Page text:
Originally posted by coredrill
I dont think that Saint Galgano & his sword in the stone has anything to do with king Arthur & his sword in the stone.
The Chronology is different for both.
sorry but what does the chronology of events in reality have to do with myth, legends and folklore? there are a lot of concepts to the stories that
are taken from other sources that don't follow the source they took from, such as the grail, or the knights of the round table or the questing the
take the grail: mythologists believe that the grail story comes originally from the cauldron of dagda or arawn that had the power to feed any man or
bring them back to life, depending on the story and the peoples of britain have stories of questing for it. later arthurian writers wanting to mold
these mostly pagan myths toward christianity, took concepts and created the holy grail from them. i have a feeling this is no doubt the same
The earliest mentioned reference of King Arthur is from the Latin Text of Historia Brittonum of the 9th century AD. or if you consider the
theory of Lucius Artorius Castus being the basis for the legend of King Arthur, he lived during the mid -late 2nd or early 3rd century AD.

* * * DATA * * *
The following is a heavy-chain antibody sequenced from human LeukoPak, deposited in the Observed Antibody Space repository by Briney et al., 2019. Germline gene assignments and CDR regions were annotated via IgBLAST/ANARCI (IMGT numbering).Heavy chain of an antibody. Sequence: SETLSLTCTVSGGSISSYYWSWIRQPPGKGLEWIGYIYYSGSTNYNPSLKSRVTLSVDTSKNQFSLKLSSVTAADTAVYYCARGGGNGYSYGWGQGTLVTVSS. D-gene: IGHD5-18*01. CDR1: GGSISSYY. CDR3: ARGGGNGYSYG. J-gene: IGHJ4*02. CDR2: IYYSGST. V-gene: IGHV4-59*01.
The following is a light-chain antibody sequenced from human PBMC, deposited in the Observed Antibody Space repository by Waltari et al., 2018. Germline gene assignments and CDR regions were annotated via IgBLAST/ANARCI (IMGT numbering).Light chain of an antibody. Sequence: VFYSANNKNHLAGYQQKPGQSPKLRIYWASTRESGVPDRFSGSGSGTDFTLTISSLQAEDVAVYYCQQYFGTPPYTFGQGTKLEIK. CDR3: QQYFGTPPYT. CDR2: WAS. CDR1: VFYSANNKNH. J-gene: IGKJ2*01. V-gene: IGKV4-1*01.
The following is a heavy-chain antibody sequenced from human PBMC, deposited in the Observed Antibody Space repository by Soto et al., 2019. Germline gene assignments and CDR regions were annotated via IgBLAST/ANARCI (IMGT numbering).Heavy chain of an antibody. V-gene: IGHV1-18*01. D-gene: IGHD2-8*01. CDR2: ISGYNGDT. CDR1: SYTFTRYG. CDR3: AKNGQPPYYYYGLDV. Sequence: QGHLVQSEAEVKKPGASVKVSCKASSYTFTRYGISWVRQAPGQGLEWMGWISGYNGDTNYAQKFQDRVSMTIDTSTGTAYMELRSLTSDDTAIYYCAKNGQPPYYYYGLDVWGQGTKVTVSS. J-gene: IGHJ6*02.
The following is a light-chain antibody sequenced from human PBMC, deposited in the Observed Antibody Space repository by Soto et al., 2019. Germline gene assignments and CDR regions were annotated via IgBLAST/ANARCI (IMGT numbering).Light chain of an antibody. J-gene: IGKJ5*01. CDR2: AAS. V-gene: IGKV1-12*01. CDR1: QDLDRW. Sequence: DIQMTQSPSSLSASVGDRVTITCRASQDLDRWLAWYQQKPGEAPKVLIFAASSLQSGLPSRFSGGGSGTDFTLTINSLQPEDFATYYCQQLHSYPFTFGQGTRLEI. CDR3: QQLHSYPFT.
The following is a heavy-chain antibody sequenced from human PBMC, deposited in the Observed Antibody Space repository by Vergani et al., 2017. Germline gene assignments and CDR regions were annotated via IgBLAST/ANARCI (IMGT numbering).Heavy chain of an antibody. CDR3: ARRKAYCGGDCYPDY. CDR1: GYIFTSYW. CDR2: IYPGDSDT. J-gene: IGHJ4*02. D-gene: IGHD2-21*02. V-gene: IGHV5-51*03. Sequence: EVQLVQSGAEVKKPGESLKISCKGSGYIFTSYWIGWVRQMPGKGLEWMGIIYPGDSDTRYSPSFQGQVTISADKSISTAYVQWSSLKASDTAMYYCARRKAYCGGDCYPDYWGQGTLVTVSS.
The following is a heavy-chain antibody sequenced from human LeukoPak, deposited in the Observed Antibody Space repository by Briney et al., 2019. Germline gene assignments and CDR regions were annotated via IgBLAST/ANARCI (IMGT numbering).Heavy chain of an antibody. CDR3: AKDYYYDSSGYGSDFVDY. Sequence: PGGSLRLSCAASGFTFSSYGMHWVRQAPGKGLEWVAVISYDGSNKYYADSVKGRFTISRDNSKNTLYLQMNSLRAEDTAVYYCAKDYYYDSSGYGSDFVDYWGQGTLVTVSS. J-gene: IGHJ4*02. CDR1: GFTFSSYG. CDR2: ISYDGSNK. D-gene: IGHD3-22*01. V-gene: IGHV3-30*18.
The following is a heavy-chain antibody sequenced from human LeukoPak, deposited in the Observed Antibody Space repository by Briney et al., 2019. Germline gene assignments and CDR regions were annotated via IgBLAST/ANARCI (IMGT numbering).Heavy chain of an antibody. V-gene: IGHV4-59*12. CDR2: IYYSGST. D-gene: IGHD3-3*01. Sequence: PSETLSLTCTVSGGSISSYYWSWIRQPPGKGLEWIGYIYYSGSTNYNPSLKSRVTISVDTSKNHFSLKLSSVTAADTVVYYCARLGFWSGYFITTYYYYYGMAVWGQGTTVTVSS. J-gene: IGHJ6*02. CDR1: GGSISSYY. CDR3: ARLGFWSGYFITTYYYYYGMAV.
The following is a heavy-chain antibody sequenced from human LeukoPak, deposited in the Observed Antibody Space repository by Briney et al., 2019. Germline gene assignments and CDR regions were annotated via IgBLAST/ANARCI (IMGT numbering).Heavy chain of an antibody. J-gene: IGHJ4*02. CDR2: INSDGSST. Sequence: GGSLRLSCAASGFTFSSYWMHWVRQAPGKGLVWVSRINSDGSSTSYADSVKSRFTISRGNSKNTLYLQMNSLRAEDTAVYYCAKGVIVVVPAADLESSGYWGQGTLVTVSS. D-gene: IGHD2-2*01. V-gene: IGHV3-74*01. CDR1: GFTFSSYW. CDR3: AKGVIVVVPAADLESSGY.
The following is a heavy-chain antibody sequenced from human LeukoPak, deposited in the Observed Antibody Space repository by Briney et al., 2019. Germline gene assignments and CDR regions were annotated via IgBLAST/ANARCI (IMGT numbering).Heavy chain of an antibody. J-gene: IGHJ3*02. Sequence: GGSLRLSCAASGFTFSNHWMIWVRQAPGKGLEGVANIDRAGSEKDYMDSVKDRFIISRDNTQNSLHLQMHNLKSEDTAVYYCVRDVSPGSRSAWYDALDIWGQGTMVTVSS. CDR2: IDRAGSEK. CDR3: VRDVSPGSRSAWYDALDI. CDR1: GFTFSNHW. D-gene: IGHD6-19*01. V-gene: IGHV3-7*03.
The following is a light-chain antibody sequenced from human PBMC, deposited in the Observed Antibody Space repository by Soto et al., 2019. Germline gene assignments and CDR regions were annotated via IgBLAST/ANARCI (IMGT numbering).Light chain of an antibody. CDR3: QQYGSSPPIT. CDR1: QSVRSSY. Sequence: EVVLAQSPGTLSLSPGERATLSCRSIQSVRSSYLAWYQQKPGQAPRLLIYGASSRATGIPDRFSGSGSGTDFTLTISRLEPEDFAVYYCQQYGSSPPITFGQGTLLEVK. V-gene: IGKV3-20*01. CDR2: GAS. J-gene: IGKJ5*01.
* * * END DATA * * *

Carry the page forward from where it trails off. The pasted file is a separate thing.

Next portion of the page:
But Saint Galgano lived from 1148 to 1181.
there is really no mention of his sword just battles, and if the book was history it couldn't be about anyone from the second century or third, the
saxons didn't overrun britain till the late 5th century. also, the story only uses the sword in the stone, nothing else, why even point out
anything about galgano, nothing other than the element of the sword is used in the the arthurian cycles.
Saint Galgano repented for his sins and put his sword into the stone to show he was willing to mend his ways.
i'm sorry but why is this relevant? the story isn't about galgano.
But King Arthur never did that. According to legend, its never clear as to who plunged the sword into the stone and there are arguments over
whether this sword is the same as the Excalibur, which according to other myths was handed over to him by the lady of the lake.
edit on 16/2/12 by coredrill because: for typos
again, why is that relevant?
a majority of mythology, legend, and folklore takes elements from real events or attributes concepts to local sources.
a good one is the wild ride, or wild hunt. the myth is that at night alone, if you are caught in certain places in the world, you might get hunted by
a ghostly hunting party. now depending on where you live there are different beings, people, or things that lead this hunt.
king arthur,odin, the fair folk, others i can't recall.
by the way there are other stories that say it was excalibur,and the lady just made it more magical.
my question for you is this, why are you insisting that mythology, legend, and folklore must follow historical fact? the idea is completely wrong and
downright absurd, i doubt the guy they made the legends after knew a norman knight named lancelot either.